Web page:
I was no longer myself or anyone I knew. I had completely frozen in time, and all I could think of was that I had become nothing more than a malfunctioning collection of biochemical processes incapable of self-identity. In other words, the lights were on but no one was home. M called her experienced friend, L from whom she’d acquired the acid, and he did his best to comfort us. He agreed with every ridiculous phrase I managed to mutter to myself, and kept reassuring us that he knew what we were going through. This reassurance did nothing more than convince me that acid was some big joke being played on humanity. As if my life to this point had all been a divine test and I’d failed by putting a tiny piece of paper in my mouth. I was completely solipsistic by now, nothing existed outside the turmoil I was experiencing. I was entirely convinced that I could just as likely be babbling to myself in a straight jacket as sitting upstairs in my friend M’s house tripping balls on LSD.
I sent wild texts to another friend of mine, begging him to reassure me that time was still passing and that it would all be over soon. His immediate reassurance that I would come down and his attempts to distract me with humor, coupled with the helpful advice of the sober L’s disembodied voice over M’s speakerphone finally put the spark back in my eyes. Eventually, each new recursion brought small waves of understanding and reassurance that I was still in control, and I slowly built back up my sense of self, brick by brick. L explained to us that acid has the tendency to take any emotion you’re experiencing and turn it up to 11. I tried my best to ignore the ideas that had gotten me into this mess in the first place, I took deep breathes and assured myself that everything was going to get better and that I’d be ok. We went back downstairs, turned on all the lights, and I explained to M what had happened over and over again, each time able to recount a bit more of my thought process and subsequently feeling that much better. We took turns recalling our bad trips and what we each suspected to be potential catalysts. We decided it was a combination of the darkness, the angry music, and the gravity with which M had described her initial mirror experience. As if I knew what I was doing I walked back to the bathroom mirror to have another look and try to reverse the process that had all started just an hour before. As I approached I saw myself from a third person perspective and it felt as though I were walking backward through knee-deep water. This time I smiled from ear to ear in the mirror and was relieved to see my old humble reflection. I urged M to do the same.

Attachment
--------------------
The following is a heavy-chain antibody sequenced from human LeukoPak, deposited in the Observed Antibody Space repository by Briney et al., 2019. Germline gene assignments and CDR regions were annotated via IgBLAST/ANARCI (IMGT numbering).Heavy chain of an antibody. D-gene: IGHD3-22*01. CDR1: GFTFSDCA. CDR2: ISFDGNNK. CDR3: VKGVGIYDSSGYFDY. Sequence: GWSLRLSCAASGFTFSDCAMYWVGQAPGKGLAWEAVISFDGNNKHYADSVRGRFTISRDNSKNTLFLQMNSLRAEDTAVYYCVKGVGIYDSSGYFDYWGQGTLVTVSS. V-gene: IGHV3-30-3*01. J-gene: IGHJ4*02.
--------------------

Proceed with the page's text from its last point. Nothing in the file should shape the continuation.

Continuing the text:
After about 15 minutes or so, we thanked our respective trip sitters, and gave each other a huge hug having just survived the dark depths of our minds. We noticed that our drawings had gotten jagged and malevolent just before this heinous mood shift, and all the black colored pencils were worn down to nubs. I was still irked by the sense that time wasn’t passing, and that my thoughts would continue to spiral around and repeat themselves forever, but turning on the TV really brought me back to reality. Something as mundane and familiar as car insurance commercials were now revealing to me that we were still in the same world and that time was still passing as it should. I suddenly remembered why I love TV in the first place, it’s an excellent distraction from reality. I was now content again to finish my drawing, which at this point had become an epic chronicle of my entire trip.
We smoked some more weed, watched movies, and listened to some more light music until 3 in the morning before deciding to turn in. It had been nearly a 12 hour trip in total, and we were both mentally and physically spent. I felt as though my brain had just run a marathon, and my legs were getting numb. I slept like a rock. The next morning before going out to lunch (we hadn’t eaten since breakfast the morning before save some popcorn) we looked at the artwork from our trip. My word “ENJOY” had become “ENJOY THE RIDE,” which I think perfectly describes the mindset one should be in to get the most out of their acid trip. Do not try to control or suppress the drug, or it will break loose and run wild through your mind. Do not underestimate the drug, as it will show you just what it’s capable of. Simply let it take you where it takes you and try to stay positive, stay in the company of friends, light, and mellow music, and don’t focus on having a bad trip or else you may bring one upon yourself. If you do have a bad trip, change your environment, take deep breathes, and try to find a way to anchor yourself to the real world be it through a distraction such as a movie or TV show, or through a friend who can talk you out of your own circular logic cycles. Start a timer if you have one on hand or on your phone to assure yourself that time is passing linearly.
Overall it was a remarkable journey through my brain. I would equate my experience to visiting Six Flags and riding all the rollercoasters. They all have their ups and downs and they’re each intense and exhilarating, but even though the last one makes you throw up your lunch you can still look back on your day and realize it was worth it.
It is interesting to note that the drug seems to have done wonders for my psyche. T+3 days and I no longer feel depressed or hopeless, I’ve gotten more work done per day than I previously had in a week, and I don’t crave marijuana the way I used to. I’m able to focus and speak my mind, and other than a little cognitive weariness the following day, I experienced not a single ill effect from the trip. LSD is indeed an incredible and powerful drug, and I will surely be using it again. However, for me it seems to have the tendency to “pull back the curtain” and shove reality in my face whether I wanted it or not, and any problems I may have suppressed were right there waiting for me. For now though, I have no regrets and a newfound respect for what I consider both potent medicine and a damn good time.